Dispelling BSD License Misconceptions (fwd)

Matthew Flaschen matthew.flaschen at gatech.edu
Thu Jan 18 03:02:40 UTC 2007

Chuck Swiger wrote:
> It's certainly common for people to statically link in BSD code into a
> proprietary program in a fashion that makes it difficult to extract or
> update.
> On the other hand, it's not uncommon for even highly proprietary
> software (I'm thinking about things like Windows-based games, which tend
> to be copy-protected & come with obnoxious forms of DRM like Starforce,
> SecuROM, SafeDisc, etc) to have a zlib.dll or similar, where you
> actually can swap that out for a newer version of the ZLib compression
> software you build yourself.

Yes, but the latter are the exception rather than the rule.  I also
don't think it is the intention of most proprietary software developers
to allow such flexibility; rather convenience dictates.

> It would be difficult to extract that code, agreed, although it is quite
> possible to replace the CLI binaries for things like ping, ftp, telnet,
> and so forth with alternatives.  That's part of what Cygwin does.

Yes, I use Cygwin, but that's quite separate from the question of
Windows' TCP stack.

>>>> My understanding (I admittedly did not originally interpret the license
>>>> this way) is that BSD doesn't apply for even derivative works, only for
>>>> the original code.
>>> I would not agree with that position at all.
>> This is certainly an important issue, and I would appreciate hearing
>> from others or being pointed to some resources to clarify.  When I first
>> read BSD, I interpreted it your way, but have since been steered to the
>> view I gave above.  I should clarify that I don't think it applies to
>> *new code* in the derivative work.
> Ah, that's a critical distinction.  I would now agree with your
> statement with regard to *new code* added to BSD-licensed software; that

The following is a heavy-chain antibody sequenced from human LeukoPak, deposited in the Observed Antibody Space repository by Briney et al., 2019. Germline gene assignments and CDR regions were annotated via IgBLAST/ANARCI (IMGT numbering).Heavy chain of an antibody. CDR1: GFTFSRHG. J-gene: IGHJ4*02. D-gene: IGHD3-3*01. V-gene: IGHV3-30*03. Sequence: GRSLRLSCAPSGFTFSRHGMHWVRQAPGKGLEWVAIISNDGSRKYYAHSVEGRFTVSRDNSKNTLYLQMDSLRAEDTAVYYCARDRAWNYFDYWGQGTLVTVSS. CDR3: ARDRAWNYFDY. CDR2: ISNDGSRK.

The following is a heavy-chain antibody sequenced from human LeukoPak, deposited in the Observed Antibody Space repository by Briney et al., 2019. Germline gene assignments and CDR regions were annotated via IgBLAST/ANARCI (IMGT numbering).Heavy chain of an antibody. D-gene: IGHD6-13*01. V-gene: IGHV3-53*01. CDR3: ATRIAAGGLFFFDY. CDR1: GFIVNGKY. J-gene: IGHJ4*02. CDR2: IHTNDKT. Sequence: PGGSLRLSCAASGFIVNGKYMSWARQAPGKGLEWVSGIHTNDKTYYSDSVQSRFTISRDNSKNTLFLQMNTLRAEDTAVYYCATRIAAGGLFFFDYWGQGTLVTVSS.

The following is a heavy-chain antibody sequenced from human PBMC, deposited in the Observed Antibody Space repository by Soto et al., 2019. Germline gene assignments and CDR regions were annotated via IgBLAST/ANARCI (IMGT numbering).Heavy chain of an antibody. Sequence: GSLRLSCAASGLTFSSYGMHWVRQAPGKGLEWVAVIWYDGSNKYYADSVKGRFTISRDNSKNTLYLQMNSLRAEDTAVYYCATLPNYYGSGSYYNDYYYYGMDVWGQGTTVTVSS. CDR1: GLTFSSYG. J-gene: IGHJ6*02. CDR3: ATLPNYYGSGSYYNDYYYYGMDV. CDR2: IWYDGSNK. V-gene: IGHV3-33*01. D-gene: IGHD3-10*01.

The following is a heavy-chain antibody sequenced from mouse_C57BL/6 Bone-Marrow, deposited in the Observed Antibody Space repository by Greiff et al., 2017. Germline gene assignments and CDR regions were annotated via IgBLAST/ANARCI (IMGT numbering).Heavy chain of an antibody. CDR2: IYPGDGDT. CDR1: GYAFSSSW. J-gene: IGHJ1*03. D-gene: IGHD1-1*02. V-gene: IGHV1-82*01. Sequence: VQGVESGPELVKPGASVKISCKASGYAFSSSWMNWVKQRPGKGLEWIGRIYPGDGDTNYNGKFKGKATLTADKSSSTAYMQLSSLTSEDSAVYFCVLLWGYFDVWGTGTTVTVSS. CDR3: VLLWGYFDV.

> does not need to be under the BSDL.

Yes, glad we cleared that up.  I think it certainly still applies to the
original BSD code in the derivative work.

> The unmodified portions of the Windows NT TCP stack which came from BSD
> were and are under the BSD license.  The combination of that original
> software and Microsoft's changes are distributed under Microsoft's
> proprietary EULA, but that EULA still lists the terms of the original
> BSD license, including some attribution requirements in the case of the
> "old" form of the BSDL.
> Search most of the way down for "Acknowledgements" in:
>    http://support.microsoft.com/kb/306819

That was an interesting page.  I've never seen such a long list of
BSD-like licenses for Microsoft software.  I especially like the
introductory comment (not required by the license) like "Because
Microsoft has included the Hewlett-Packard Company software in this
product, Microsoft is required to include the following text that
accompanied such software:"  They're almost apologizing for including an
open source license for part of their product.

>> How is this different from the GPL, which also allows new code (in a